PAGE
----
355 Mass. 79 , 83 (1968), are all present here. There can be little doubt that county commissioners deciding whether a tax abatement should be granted are performing an adjudicatory function rather than discharging their legislative, executive, or administrative duties. See Bowditch v. Boston, 168 Mass. at 240. Compare Stacy v. Mayor of Haverhill, 316 Mass. 759 (1944); Clark v. City Council of Waltham, 328 Mass. 40 (1951). There are no alternative remedies available to these plaintiffs to test the propriety of the commissioners' decisions. [Note 6] It is self-evident that the commissioners' decision, if affected by substantial error of law, will cause injustice if allowed to stand, a circumstance which would "be a grave reproach to any system of jurisprudence." Swan v. Superior Court, 222 Mass. at 544. Finally, the plaintiffs' requests for relief in the nature of certiorari were timely brought. [Note 7] We can see no valid reason to deprive parties proceeding under Section 10 of the remedy of certiorari if it can be shown that there are substantial errors of law apparent on the record which affect their substantial rights. We conclude that the reference to the commissioners' decision being "final" in the last sentence of Section 10 does
not prevent review by means of certiorari of the proceedings before the commissioners to ascertain whether their decisions are sound in law. Accordingly, the plaintiffs' claims seeking such review must stand for further proceedings in the Superior Court. [Note 8]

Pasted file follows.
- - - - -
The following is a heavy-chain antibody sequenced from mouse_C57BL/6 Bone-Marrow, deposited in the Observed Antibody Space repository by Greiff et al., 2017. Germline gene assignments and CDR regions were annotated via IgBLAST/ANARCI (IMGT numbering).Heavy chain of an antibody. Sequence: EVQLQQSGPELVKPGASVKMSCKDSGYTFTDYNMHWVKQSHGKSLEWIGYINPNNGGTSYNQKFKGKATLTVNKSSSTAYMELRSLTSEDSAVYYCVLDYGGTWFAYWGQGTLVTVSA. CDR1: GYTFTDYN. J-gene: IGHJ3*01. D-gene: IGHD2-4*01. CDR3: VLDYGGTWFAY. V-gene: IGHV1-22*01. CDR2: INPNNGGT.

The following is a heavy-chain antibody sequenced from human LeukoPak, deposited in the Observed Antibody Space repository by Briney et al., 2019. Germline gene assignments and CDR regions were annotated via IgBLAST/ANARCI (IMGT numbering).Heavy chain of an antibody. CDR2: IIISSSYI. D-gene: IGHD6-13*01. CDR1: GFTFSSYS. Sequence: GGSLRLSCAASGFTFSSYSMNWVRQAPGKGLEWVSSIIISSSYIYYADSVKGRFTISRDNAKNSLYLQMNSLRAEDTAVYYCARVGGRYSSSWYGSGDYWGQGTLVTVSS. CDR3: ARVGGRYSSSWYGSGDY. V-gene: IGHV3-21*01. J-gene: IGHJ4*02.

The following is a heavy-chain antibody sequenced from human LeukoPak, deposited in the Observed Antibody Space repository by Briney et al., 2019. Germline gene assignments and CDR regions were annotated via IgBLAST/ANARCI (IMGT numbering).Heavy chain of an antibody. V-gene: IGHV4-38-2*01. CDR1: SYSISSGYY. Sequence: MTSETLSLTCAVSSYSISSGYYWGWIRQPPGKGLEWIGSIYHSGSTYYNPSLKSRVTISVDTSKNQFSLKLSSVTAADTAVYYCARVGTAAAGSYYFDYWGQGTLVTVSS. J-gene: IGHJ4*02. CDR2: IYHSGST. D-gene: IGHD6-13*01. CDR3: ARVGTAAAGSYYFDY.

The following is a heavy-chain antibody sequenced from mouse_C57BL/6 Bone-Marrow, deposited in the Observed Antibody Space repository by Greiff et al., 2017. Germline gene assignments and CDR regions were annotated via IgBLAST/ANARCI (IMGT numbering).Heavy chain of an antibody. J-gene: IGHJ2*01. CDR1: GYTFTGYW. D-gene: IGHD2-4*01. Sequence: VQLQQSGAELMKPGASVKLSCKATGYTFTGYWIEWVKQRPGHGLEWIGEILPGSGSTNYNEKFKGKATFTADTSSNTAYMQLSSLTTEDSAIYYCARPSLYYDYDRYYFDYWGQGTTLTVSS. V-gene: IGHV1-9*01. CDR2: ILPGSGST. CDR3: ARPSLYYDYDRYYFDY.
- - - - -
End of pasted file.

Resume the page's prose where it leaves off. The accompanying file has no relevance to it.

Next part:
2. Those portions of the plaintiffs' original complaints seeking declaratory relief simply sought to have the assessments declared invalid without stating reasons to support such a declaration. The first proposed amendment to the complaints sought to sharpen their content by predicating invalidity on allegations that the town had failed to comply with the deadlines set forth in G. L. c. 80, Sections 1 and 2. The second proposed amendment asserted that the town's delay in establishing and charging for the betterments contravened G. L. c. 83, Section 27, which provides that when sewer commissioners determine to construct and charge for a sewer in a public way for which assessments may be made they must "forthwith" record a "statement of their action."
Giving the first proposed amendment its due, we conclude, as matter of law, that the plaintiffs could not have prevailed on any request for a declaration that the assessments are void for failure of the town to comply with the procedures set forth in G. L. c. 80, Sections 1 and 2. Those provisions do not apply to sewer assessments made under G. L. c. 83 because they are not provisions of c. 80 "relative to the apportionment, division, reassessment, abatement and collection of assessments." G. L. c. 83, Section 28. As Section 28 of c. 83 expressly points out, it is only the latter provisions of c. 80 that are made applicable to assessments made under c. 83. See Crofts v. Assessors of No. Adams, 261 Mass. 191 , 203 (1927) (addressing the applicability of G. L. c. 80, Section 2).